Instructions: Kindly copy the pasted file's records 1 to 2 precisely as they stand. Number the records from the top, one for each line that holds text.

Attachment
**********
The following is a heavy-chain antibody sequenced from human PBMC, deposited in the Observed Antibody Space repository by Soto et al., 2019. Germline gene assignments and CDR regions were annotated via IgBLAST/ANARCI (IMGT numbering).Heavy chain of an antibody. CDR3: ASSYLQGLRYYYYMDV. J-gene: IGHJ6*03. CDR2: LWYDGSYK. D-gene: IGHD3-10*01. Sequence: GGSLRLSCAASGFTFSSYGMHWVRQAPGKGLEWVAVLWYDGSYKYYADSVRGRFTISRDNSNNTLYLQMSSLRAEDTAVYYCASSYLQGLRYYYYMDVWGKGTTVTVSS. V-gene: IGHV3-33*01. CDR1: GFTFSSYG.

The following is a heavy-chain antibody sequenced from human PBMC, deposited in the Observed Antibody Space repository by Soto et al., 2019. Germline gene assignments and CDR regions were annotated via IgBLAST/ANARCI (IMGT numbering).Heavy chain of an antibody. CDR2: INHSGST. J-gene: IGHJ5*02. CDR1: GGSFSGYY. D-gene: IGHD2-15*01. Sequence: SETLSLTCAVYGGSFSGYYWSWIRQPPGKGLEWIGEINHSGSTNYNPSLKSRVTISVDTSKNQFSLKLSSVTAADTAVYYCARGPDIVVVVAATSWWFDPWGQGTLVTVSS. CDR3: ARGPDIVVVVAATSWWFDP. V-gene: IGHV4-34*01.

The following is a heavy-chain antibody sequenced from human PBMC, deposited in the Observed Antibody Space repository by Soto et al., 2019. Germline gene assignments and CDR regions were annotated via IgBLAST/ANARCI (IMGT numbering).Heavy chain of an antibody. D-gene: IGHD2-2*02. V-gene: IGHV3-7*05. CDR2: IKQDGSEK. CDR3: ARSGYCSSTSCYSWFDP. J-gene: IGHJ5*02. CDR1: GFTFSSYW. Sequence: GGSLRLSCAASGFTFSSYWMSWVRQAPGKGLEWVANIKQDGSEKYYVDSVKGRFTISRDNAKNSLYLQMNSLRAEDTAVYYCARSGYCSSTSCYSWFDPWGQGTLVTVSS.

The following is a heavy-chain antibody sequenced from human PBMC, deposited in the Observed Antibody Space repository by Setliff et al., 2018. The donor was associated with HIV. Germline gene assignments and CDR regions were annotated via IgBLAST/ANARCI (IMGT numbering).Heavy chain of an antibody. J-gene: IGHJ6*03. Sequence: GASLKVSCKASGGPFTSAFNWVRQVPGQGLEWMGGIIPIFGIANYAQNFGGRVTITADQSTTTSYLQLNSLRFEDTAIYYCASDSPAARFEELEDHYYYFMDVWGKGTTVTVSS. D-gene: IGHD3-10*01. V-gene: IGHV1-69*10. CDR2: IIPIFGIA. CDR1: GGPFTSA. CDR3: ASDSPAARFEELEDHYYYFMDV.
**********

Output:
The following is a heavy-chain antibody sequenced from human PBMC, deposited in the Observed Antibody Space repository by Soto et al., 2019. Germline gene assignments and CDR regions were annotated via IgBLAST/ANARCI (IMGT numbering).Heavy chain of an antibody. CDR3: ASSYLQGLRYYYYMDV. J-gene: IGHJ6*03. CDR2: LWYDGSYK. D-gene: IGHD3-10*01. Sequence: GGSLRLSCAASGFTFSSYGMHWVRQAPGKGLEWVAVLWYDGSYKYYADSVRGRFTISRDNSNNTLYLQMSSLRAEDTAVYYCASSYLQGLRYYYYMDVWGKGTTVTVSS. V-gene: IGHV3-33*01. CDR1: GFTFSSYG.

The following is a heavy-chain antibody sequenced from human PBMC, deposited in the Observed Antibody Space repository by Soto et al., 2019. Germline gene assignments and CDR regions were annotated via IgBLAST/ANARCI (IMGT numbering).Heavy chain of an antibody. CDR2: INHSGST. J-gene: IGHJ5*02. CDR1: GGSFSGYY. D-gene: IGHD2-15*01. Sequence: SETLSLTCAVYGGSFSGYYWSWIRQPPGKGLEWIGEINHSGSTNYNPSLKSRVTISVDTSKNQFSLKLSSVTAADTAVYYCARGPDIVVVVAATSWWFDPWGQGTLVTVSS. CDR3: ARGPDIVVVVAATSWWFDP. V-gene: IGHV4-34*01.